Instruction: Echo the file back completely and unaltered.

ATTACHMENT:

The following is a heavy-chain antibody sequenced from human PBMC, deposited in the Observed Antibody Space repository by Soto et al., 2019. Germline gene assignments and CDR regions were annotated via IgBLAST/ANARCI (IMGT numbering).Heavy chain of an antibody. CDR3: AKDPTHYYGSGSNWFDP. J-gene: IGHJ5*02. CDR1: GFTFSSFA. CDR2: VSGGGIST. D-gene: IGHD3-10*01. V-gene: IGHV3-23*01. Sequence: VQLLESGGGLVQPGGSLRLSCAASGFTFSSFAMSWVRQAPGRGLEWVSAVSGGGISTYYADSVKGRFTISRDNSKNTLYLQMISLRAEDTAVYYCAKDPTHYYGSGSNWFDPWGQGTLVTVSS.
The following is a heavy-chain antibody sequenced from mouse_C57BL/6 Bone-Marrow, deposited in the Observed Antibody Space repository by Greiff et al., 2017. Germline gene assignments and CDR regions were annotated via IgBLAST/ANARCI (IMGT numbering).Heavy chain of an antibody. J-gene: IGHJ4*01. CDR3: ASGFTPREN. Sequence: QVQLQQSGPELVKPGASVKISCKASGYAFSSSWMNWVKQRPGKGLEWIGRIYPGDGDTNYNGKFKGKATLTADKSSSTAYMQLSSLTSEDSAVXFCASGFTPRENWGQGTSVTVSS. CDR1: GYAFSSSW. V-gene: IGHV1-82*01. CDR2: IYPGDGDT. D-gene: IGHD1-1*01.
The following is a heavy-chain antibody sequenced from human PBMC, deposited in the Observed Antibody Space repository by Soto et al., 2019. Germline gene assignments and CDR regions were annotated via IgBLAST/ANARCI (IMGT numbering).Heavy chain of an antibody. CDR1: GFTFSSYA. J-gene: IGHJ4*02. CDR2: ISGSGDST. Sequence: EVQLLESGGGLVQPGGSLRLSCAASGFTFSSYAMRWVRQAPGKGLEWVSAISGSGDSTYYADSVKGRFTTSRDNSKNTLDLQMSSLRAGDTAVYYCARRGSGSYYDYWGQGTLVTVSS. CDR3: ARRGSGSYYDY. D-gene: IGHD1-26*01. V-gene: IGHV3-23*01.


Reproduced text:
The following is a heavy-chain antibody sequenced from human PBMC, deposited in the Observed Antibody Space repository by Soto et al., 2019. Germline gene assignments and CDR regions were annotated via IgBLAST/ANARCI (IMGT numbering).Heavy chain of an antibody. CDR3: AKDPTHYYGSGSNWFDP. J-gene: IGHJ5*02. CDR1: GFTFSSFA. CDR2: VSGGGIST. D-gene: IGHD3-10*01. V-gene: IGHV3-23*01. Sequence: VQLLESGGGLVQPGGSLRLSCAASGFTFSSFAMSWVRQAPGRGLEWVSAVSGGGISTYYADSVKGRFTISRDNSKNTLYLQMISLRAEDTAVYYCAKDPTHYYGSGSNWFDPWGQGTLVTVSS.
The following is a heavy-chain antibody sequenced from mouse_C57BL/6 Bone-Marrow, deposited in the Observed Antibody Space repository by Greiff et al., 2017. Germline gene assignments and CDR regions were annotated via IgBLAST/ANARCI (IMGT numbering).Heavy chain of an antibody. J-gene: IGHJ4*01. CDR3: ASGFTPREN. Sequence: QVQLQQSGPELVKPGASVKISCKASGYAFSSSWMNWVKQRPGKGLEWIGRIYPGDGDTNYNGKFKGKATLTADKSSSTAYMQLSSLTSEDSAVXFCASGFTPRENWGQGTSVTVSS. CDR1: GYAFSSSW. V-gene: IGHV1-82*01. CDR2: IYPGDGDT. D-gene: IGHD1-1*01.
The following is a heavy-chain antibody sequenced from human PBMC, deposited in the Observed Antibody Space repository by Soto et al., 2019. Germline gene assignments and CDR regions were annotated via IgBLAST/ANARCI (IMGT numbering).Heavy chain of an antibody. CDR1: GFTFSSYA. J-gene: IGHJ4*02. CDR2: ISGSGDST. Sequence: EVQLLESGGGLVQPGGSLRLSCAASGFTFSSYAMRWVRQAPGKGLEWVSAISGSGDSTYYADSVKGRFTTSRDNSKNTLDLQMSSLRAGDTAVYYCARRGSGSYYDYWGQGTLVTVSS. CDR3: ARRGSGSYYDY. D-gene: IGHD1-26*01. V-gene: IGHV3-23*01.